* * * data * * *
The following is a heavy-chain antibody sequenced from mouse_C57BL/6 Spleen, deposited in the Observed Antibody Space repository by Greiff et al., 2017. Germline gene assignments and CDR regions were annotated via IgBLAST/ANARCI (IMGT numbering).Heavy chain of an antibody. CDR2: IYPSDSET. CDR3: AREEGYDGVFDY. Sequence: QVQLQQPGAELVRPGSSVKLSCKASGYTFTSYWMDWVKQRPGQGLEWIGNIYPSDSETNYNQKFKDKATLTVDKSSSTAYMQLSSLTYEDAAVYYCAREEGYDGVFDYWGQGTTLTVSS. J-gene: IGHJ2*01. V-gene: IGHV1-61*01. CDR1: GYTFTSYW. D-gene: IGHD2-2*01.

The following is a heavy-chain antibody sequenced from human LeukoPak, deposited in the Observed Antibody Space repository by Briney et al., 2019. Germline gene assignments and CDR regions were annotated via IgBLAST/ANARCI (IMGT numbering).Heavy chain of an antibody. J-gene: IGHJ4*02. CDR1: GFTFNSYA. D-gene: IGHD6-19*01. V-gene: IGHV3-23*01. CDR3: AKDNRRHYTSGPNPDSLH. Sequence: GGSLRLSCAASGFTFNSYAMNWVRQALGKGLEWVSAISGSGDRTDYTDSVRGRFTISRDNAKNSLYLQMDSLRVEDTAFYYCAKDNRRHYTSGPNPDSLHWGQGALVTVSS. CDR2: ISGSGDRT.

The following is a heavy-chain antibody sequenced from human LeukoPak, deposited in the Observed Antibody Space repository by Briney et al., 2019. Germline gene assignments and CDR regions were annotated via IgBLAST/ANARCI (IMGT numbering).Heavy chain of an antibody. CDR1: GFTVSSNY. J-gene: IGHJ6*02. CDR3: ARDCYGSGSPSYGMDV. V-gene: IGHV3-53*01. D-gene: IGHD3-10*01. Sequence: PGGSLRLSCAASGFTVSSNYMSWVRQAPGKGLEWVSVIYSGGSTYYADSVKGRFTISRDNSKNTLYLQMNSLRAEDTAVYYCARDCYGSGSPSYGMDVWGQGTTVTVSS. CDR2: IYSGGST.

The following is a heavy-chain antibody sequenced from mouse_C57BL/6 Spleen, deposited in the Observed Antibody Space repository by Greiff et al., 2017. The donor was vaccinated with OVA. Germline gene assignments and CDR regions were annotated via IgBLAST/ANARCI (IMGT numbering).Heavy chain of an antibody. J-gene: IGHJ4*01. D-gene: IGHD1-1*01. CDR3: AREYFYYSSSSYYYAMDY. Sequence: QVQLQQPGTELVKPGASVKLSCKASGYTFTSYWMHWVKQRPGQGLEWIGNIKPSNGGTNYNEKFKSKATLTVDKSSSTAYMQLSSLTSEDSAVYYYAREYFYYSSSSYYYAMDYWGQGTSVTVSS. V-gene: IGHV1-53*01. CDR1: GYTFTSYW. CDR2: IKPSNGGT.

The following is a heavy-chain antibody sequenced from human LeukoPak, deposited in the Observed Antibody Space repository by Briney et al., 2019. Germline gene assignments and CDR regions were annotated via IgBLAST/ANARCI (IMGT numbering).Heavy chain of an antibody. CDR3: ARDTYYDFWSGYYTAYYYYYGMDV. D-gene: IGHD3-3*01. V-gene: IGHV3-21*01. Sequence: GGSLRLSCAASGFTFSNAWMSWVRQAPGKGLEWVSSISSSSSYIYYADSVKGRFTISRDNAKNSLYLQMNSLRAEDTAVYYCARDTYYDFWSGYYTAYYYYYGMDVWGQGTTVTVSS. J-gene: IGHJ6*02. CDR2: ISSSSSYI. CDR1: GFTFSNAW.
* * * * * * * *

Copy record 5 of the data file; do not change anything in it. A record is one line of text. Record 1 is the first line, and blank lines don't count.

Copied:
The following is a heavy-chain antibody sequenced from human LeukoPak, deposited in the Observed Antibody Space repository by Briney et al., 2019. Germline gene assignments and CDR regions were annotated via IgBLAST/ANARCI (IMGT numbering).Heavy chain of an antibody. CDR3: ARDTYYDFWSGYYTAYYYYYGMDV. D-gene: IGHD3-3*01. V-gene: IGHV3-21*01. Sequence: GGSLRLSCAASGFTFSNAWMSWVRQAPGKGLEWVSSISSSSSYIYYADSVKGRFTISRDNAKNSLYLQMNSLRAEDTAVYYCARDTYYDFWSGYYTAYYYYYGMDVWGQGTTVTVSS. J-gene: IGHJ6*02. CDR2: ISSSSSYI. CDR1: GFTFSNAW.